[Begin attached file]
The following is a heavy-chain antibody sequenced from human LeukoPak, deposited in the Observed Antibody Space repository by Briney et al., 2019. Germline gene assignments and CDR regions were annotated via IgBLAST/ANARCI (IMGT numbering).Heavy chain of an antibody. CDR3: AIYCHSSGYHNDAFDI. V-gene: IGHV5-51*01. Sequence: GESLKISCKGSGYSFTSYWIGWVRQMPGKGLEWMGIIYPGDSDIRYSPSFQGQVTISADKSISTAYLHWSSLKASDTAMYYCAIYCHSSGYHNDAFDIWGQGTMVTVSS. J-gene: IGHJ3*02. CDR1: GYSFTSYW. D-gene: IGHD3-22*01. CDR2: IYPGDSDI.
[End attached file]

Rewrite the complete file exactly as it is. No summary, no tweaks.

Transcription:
The following is a heavy-chain antibody sequenced from human LeukoPak, deposited in the Observed Antibody Space repository by Briney et al., 2019. Germline gene assignments and CDR regions were annotated via IgBLAST/ANARCI (IMGT numbering).Heavy chain of an antibody. CDR3: AIYCHSSGYHNDAFDI. V-gene: IGHV5-51*01. Sequence: GESLKISCKGSGYSFTSYWIGWVRQMPGKGLEWMGIIYPGDSDIRYSPSFQGQVTISADKSISTAYLHWSSLKASDTAMYYCAIYCHSSGYHNDAFDIWGQGTMVTVSS. J-gene: IGHJ3*02. CDR1: GYSFTSYW. D-gene: IGHD3-22*01. CDR2: IYPGDSDI.